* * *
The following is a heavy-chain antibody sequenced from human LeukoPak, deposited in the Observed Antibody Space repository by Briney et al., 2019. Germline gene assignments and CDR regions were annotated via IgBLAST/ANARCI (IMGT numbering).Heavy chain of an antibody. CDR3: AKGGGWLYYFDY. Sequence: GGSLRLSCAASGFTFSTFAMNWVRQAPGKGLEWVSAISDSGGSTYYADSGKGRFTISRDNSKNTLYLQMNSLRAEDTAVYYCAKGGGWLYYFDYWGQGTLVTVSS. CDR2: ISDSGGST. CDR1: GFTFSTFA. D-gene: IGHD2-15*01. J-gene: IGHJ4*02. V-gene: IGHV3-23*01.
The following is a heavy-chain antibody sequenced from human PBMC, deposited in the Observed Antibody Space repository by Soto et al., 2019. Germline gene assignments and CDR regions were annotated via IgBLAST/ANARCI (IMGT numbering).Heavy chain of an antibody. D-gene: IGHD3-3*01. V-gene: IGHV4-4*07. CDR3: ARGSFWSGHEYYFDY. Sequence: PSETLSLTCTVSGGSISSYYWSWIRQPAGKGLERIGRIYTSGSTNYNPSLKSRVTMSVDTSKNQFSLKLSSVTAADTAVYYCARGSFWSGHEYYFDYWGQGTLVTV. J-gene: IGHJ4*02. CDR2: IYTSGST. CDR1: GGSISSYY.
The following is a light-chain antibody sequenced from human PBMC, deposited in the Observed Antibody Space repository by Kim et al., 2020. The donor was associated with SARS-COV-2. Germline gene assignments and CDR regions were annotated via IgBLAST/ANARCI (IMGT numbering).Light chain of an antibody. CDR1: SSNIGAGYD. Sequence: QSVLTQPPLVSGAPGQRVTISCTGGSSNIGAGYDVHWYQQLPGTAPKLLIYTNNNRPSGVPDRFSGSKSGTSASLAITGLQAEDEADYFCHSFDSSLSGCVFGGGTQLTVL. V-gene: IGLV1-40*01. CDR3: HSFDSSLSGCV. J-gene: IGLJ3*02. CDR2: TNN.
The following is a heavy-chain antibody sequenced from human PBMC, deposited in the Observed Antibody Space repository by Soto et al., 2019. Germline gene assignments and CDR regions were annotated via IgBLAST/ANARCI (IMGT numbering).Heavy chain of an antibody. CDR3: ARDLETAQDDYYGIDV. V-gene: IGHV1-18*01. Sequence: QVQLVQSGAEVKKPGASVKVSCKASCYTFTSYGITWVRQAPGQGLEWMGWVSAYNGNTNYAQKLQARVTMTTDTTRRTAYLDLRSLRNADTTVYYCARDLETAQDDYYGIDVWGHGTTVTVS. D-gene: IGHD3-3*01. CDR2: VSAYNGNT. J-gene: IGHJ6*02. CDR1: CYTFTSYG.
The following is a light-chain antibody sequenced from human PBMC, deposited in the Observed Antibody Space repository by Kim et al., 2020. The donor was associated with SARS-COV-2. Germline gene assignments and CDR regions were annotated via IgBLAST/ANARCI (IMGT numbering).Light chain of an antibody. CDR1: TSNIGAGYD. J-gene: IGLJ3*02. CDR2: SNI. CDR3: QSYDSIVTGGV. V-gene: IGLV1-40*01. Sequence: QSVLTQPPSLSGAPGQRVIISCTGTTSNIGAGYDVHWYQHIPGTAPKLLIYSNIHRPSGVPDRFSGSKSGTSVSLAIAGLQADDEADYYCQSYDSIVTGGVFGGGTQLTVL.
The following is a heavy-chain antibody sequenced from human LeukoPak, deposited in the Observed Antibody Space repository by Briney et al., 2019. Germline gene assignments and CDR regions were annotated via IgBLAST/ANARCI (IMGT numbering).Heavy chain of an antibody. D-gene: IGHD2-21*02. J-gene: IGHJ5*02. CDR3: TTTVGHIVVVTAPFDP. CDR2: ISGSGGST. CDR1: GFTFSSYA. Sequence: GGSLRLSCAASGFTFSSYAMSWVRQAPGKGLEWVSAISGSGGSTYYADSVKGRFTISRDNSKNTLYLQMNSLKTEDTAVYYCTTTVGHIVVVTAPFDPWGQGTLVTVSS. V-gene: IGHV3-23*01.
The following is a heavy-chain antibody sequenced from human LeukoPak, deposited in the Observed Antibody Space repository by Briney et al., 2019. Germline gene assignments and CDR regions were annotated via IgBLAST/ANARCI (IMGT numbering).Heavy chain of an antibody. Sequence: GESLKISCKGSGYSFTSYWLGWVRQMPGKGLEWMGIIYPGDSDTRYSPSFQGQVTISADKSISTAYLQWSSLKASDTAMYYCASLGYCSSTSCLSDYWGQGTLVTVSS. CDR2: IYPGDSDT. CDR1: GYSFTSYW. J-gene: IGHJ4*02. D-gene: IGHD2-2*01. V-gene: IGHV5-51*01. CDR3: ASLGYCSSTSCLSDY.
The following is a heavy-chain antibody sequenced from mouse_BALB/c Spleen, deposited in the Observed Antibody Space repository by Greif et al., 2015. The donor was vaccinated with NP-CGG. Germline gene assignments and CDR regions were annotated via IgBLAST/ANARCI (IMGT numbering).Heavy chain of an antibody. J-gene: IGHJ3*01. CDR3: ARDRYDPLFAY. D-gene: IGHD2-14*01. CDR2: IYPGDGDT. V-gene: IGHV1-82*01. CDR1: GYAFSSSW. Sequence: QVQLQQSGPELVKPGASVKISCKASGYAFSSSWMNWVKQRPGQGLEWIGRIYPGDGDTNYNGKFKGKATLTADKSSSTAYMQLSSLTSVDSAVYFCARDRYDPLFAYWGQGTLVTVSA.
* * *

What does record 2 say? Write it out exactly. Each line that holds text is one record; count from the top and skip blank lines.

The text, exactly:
The following is a heavy-chain antibody sequenced from human PBMC, deposited in the Observed Antibody Space repository by Soto et al., 2019. Germline gene assignments and CDR regions were annotated via IgBLAST/ANARCI (IMGT numbering).Heavy chain of an antibody. D-gene: IGHD3-3*01. V-gene: IGHV4-4*07. CDR3: ARGSFWSGHEYYFDY. Sequence: PSETLSLTCTVSGGSISSYYWSWIRQPAGKGLERIGRIYTSGSTNYNPSLKSRVTMSVDTSKNQFSLKLSSVTAADTAVYYCARGSFWSGHEYYFDYWGQGTLVTV. J-gene: IGHJ4*02. CDR2: IYTSGST. CDR1: GGSISSYY.